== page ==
Speculating Financially in Drums

Rattlin' Bones

Gold Member
We've had an odd two years 2020 and 2021. Inventories and stock got low in 2020, but sales also seemed to slow down. And what was in stock in early 2020 could be had for bargain prices. I negotiated a large discount on a DW Performance 3 piece kit last February. That same kit is now selling for $600 more than the list price in 2020 - a $600 increase on a kit that listed for $1,600 last year. I bought it 12 months ago for virtually 50% of what it sells for now. Most of DW Performance and Collector's have done the same thing. DW FF has increased by what looks like 40%. Same with most of their Design kits. Gretsch Renown also looks like a 30%-40% increase in last 12 months. C&C Player Date kits were around $1,500 early last year and 2019. Many are close to $3,000 now. On top end, that Craviotto 3 piece I bought 6 years ago for $3,600 is selling for over $10,000 now.

But some kits have not appreciated that much in the last 12-18 months. I see a Mod wrap kit for $2,000. That seems to be the minimum price point now for CM - $2,000. But there are a LOT of CM's around that price point. A price increase but not as large a % as other brands. Gretsch Brooklyn hasn't seemed to appreciate as much as other models - they're now around same price as CM's. Canopus Yaiba seem to be really bargains - the groove kits with 4 or 5 pieces are popping up from retailers in the $1,700 -$1,800 range. Three piece Bops in $1,800 range (at least under $1,900). Those prices seem to be same or less than prior years -I see a 4 piece for $1,699 and a 5 piece with snare for $1,750.

If I were to purchase some kits for speculating purposes and put them away unopened for a few years, seems to me buying a few Canopus Yaiba kits and a few Ludwig CM kits and Gretsch Brooklyns might be good investments; maybe they are due for a huge price increase and we just have not seen it yet.
 

bermuda

Drummerworld Pro Drummer - Administrator
Staff member
There's no guarantee that yiou will be able to enjoy the full price increase, because you'd essentially be selling the kits as used and with no (or maybe a limited remaining) warranty. Plus, kits are a large investment on your part, and take up space.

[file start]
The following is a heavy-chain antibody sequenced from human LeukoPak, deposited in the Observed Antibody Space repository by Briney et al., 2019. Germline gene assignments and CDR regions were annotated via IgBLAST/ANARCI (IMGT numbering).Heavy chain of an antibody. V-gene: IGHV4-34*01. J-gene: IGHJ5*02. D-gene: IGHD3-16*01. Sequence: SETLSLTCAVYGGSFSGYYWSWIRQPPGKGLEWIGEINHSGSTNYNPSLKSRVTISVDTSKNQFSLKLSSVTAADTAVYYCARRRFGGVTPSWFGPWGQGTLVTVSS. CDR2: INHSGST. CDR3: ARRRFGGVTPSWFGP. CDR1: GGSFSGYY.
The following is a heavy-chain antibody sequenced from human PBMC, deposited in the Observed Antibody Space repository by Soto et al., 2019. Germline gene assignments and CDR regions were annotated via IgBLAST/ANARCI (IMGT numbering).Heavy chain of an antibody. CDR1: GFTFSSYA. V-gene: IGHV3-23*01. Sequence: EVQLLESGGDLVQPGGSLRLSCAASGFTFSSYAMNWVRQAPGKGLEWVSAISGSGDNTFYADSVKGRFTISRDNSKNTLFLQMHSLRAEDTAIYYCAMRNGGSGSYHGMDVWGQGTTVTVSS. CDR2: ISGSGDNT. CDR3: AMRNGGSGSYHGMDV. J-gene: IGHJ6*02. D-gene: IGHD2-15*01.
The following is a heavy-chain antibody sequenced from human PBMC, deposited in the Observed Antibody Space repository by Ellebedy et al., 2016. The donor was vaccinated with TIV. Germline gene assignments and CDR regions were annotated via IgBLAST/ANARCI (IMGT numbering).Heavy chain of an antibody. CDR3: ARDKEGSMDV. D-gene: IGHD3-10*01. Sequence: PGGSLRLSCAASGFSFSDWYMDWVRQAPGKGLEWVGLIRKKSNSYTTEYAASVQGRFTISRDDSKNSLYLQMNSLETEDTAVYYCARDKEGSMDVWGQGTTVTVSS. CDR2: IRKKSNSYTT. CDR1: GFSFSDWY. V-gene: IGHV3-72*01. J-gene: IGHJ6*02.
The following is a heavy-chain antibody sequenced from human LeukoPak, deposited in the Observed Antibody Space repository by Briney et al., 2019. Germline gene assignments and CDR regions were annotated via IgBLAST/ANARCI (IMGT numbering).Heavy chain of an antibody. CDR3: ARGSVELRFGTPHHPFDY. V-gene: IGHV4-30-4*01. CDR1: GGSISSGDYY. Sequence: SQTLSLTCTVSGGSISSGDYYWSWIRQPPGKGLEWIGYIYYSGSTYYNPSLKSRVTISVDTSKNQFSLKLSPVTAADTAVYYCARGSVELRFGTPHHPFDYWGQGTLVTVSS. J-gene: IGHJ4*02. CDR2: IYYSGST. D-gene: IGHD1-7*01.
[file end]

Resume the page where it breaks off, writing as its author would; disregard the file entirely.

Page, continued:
That's not to say that some gear doesn't possess good investment value. Cymbals for example have consistently gone up in price at both retail and the secondary markets. I'm not saying to buy new cymbals, I suggest used ones if you can get a good price. I've stopped buying used cymbals because the prices have gone up. But, that's a good thing! I've been hoarding cymbals for decades at lowish prices, and now I'm seeing the potential for significant profit when it's time to sell!

Cymbals also take up very little storage space. You can nest 100-150 pies in the same space as one kick drum. :)
 

Rattlin' Bones

Gold Member
There's no guarantee that yiou will be able to enjoy the full price increase, because you'd essentially be selling the kits as used and with no (or maybe a limited remaining) warranty. Plus, kits are a large investment on your part, and take up space.

That's not to say that some gear doesn't possess good investment value. Cymbals for example have consistently gone up in price at both retail and the secondary markets. I'm not saying to buy new cymbals, I suggest used ones if you can get a good price. I've stopped buying used cymbals because the prices have gone up. But, that's a good thing! I've been hoarding cymbals for decades at lowish prices, and now I'm seeing the potential for significant profit when it's time to sell!

Cymbals also take up very little storage space. You can nest 100-150 pies in the same space as one kick drum. :)
They would be NOS kits still in boxes unused unboxed. So if, say Canopus raises prices on Yaiba kits sometime in next 24 months and they are selling for $3,000 (which seems likely given what's happening with other brands), then the $1,699 investment in 2022 could net a $1,000 profit selling kit for $2,699, and still be less than the $3k retail at that future time.

Cymbals have always been good investments, but I don't see the steep upward curve over short period of time we're seeing now on drum kits. I'm looking at a 24 month timeline to buy and sell.